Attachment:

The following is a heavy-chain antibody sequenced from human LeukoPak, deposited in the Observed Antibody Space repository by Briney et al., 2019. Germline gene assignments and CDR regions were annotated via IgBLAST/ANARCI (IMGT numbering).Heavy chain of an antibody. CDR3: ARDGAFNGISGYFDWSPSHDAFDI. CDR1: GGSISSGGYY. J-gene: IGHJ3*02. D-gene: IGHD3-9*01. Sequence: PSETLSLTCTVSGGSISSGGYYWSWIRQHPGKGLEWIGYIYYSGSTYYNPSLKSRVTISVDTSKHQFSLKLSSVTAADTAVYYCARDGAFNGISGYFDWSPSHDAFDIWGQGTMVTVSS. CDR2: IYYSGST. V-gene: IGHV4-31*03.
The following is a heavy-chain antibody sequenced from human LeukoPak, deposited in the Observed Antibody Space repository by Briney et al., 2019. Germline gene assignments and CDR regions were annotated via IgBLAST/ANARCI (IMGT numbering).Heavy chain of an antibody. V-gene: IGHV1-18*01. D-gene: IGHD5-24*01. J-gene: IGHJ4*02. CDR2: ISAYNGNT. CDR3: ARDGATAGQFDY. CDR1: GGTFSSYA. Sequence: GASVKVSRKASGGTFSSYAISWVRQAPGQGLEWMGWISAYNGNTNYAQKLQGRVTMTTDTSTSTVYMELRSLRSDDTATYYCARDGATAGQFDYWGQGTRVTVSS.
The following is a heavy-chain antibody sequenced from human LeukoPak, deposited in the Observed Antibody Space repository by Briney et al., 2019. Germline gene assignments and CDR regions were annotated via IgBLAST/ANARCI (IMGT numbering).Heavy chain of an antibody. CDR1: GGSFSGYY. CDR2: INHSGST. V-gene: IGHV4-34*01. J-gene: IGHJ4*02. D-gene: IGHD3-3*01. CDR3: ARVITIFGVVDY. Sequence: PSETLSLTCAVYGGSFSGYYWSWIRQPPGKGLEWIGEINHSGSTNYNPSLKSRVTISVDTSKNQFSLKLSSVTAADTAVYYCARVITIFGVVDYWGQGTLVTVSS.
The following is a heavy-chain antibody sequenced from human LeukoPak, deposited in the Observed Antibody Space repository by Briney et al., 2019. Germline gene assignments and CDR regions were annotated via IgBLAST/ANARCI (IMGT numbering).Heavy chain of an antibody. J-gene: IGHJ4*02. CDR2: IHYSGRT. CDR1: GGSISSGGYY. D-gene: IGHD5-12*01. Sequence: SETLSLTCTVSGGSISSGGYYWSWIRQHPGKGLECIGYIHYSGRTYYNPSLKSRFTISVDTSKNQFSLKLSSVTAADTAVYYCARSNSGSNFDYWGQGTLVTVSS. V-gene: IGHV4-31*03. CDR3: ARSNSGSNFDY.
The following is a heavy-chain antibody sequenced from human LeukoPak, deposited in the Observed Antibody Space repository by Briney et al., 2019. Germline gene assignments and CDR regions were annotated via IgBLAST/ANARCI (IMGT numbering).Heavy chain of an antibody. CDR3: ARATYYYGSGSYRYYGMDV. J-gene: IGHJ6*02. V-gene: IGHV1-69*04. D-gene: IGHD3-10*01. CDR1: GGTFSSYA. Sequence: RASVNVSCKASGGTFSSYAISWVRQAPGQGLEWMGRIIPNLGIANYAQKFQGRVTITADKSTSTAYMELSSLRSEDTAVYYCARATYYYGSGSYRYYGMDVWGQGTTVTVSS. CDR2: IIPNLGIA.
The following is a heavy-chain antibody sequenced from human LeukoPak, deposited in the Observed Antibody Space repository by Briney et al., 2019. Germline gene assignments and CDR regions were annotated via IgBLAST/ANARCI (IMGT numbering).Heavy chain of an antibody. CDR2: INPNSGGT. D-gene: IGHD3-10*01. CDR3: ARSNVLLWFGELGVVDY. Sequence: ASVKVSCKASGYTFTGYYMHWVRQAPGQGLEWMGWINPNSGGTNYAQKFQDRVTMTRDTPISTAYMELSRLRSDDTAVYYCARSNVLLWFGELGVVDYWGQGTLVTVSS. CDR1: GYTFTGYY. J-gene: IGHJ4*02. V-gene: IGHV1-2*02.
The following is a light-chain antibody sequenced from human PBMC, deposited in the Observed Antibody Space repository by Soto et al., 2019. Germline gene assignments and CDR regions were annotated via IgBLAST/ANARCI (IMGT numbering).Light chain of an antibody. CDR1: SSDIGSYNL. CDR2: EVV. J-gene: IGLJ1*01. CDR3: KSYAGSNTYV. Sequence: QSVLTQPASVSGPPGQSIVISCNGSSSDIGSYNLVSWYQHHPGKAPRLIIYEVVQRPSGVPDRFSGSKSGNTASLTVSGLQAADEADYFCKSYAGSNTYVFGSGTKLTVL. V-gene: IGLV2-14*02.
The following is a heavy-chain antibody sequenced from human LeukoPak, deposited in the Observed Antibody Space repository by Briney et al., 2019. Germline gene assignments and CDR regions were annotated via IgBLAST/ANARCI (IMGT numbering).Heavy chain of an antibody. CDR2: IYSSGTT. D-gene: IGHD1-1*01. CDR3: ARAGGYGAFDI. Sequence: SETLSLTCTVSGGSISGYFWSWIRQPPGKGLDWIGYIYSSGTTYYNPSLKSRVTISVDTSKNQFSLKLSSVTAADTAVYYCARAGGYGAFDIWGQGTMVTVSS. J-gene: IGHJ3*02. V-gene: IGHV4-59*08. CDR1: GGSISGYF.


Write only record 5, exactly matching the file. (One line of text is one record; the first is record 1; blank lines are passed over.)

The following is a heavy-chain antibody sequenced from human LeukoPak, deposited in the Observed Antibody Space repository by Briney et al., 2019. Germline gene assignments and CDR regions were annotated via IgBLAST/ANARCI (IMGT numbering).Heavy chain of an antibody. CDR3: ARATYYYGSGSYRYYGMDV. J-gene: IGHJ6*02. V-gene: IGHV1-69*04. D-gene: IGHD3-10*01. CDR1: GGTFSSYA. Sequence: RASVNVSCKASGGTFSSYAISWVRQAPGQGLEWMGRIIPNLGIANYAQKFQGRVTITADKSTSTAYMELSSLRSEDTAVYYCARATYYYGSGSYRYYGMDVWGQGTTVTVSS. CDR2: IIPNLGIA.